Around thirteen months ago, a six-year-old boy was mysteriously engulfed by a sand dune called Mount Baldy in Indiana. After around 3 hours of being buried under 11 feet of sand, the boy was rescued and lived to tell his terrifying tale.

Now, over a year later, scientists have found another hole in the same sand dunes, one that could potentially engulf a person unlucky enough to step into it. According to researchers, this is the sixth hole that they have found in six weeks, justifying the dune’s indefinite closure to the public.

The scientists want to study the sand dune in an effort to better understand why the boy was sucked in the ground last year, as well as why the holes are forming. They are also looking to see if anything else, such as houses or trees, have ever been engulfed by the sand.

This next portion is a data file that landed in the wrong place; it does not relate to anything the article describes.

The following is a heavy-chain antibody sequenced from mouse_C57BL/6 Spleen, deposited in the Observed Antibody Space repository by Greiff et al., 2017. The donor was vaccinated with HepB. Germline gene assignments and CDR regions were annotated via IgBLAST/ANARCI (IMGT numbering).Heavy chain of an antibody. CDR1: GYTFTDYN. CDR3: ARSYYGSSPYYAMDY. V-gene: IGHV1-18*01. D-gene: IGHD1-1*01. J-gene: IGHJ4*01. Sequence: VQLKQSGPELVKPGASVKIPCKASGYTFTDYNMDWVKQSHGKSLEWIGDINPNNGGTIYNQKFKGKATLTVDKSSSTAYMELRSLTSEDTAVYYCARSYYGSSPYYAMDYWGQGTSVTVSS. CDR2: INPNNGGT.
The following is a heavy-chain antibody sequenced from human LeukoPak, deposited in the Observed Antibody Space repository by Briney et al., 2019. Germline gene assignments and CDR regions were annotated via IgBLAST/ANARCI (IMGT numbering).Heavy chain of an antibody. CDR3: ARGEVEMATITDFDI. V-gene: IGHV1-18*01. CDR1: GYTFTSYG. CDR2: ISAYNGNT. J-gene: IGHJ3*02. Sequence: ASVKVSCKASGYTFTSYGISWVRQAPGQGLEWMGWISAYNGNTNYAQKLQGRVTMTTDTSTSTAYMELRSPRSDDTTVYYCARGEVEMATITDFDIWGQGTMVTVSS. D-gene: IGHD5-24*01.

“There may be houses underneath where we’re standing,” said G. William Monaghan, senior research scientist at Indiana Geological Survey at Indiana University Bloomington, as he stood on top of Mount Baldy.

To study Mount Baldy, scientists are using a ground-penetrating radar that is able to make a 3D map of what lies under the sand. They are also looking through old documents and pictures of the dune to see what might be hidden down there.

So far, the team of three scientists have already found a house that was buried up by the dune sometime in the 1970’s. They suspect that more buildings, including barns or sheds, will also be discovered underground.

Although they are not entirely sure, the researchers believe that the old houses and trees buried in the sand dune are actually the cause of the holes. They think that the debris was covered up by the sand, making the sand above the debris soft and able to open up.

To confirm this, more researcher will have to be done, the three scientists noted. A final $90,000 study, paid for by the National Park Service, is expected to occur next summer.




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